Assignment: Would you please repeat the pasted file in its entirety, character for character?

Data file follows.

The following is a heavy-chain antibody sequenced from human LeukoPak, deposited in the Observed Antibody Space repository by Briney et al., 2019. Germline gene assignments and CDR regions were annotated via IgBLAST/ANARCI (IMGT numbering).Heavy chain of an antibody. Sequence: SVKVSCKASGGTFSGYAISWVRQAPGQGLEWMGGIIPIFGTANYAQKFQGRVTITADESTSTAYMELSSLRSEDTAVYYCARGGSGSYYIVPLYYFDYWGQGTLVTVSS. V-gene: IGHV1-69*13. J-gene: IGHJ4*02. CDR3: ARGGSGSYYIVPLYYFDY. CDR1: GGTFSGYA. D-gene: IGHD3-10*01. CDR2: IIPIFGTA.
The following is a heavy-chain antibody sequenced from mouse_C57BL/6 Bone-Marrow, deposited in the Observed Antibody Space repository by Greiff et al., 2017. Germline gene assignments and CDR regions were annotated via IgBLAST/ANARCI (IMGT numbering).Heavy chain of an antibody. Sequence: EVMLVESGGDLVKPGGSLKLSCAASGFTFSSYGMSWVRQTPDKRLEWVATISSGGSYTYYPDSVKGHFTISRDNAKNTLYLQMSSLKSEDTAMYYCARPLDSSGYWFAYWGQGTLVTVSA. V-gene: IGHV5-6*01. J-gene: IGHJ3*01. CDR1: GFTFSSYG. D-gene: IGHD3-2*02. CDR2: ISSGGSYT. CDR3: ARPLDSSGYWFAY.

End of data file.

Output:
The following is a heavy-chain antibody sequenced from human LeukoPak, deposited in the Observed Antibody Space repository by Briney et al., 2019. Germline gene assignments and CDR regions were annotated via IgBLAST/ANARCI (IMGT numbering).Heavy chain of an antibody. Sequence: SVKVSCKASGGTFSGYAISWVRQAPGQGLEWMGGIIPIFGTANYAQKFQGRVTITADESTSTAYMELSSLRSEDTAVYYCARGGSGSYYIVPLYYFDYWGQGTLVTVSS. V-gene: IGHV1-69*13. J-gene: IGHJ4*02. CDR3: ARGGSGSYYIVPLYYFDY. CDR1: GGTFSGYA. D-gene: IGHD3-10*01. CDR2: IIPIFGTA.
The following is a heavy-chain antibody sequenced from mouse_C57BL/6 Bone-Marrow, deposited in the Observed Antibody Space repository by Greiff et al., 2017. Germline gene assignments and CDR regions were annotated via IgBLAST/ANARCI (IMGT numbering).Heavy chain of an antibody. Sequence: EVMLVESGGDLVKPGGSLKLSCAASGFTFSSYGMSWVRQTPDKRLEWVATISSGGSYTYYPDSVKGHFTISRDNAKNTLYLQMSSLKSEDTAMYYCARPLDSSGYWFAYWGQGTLVTVSA. V-gene: IGHV5-6*01. J-gene: IGHJ3*01. CDR1: GFTFSSYG. D-gene: IGHD3-2*02. CDR2: ISSGGSYT. CDR3: ARPLDSSGYWFAY.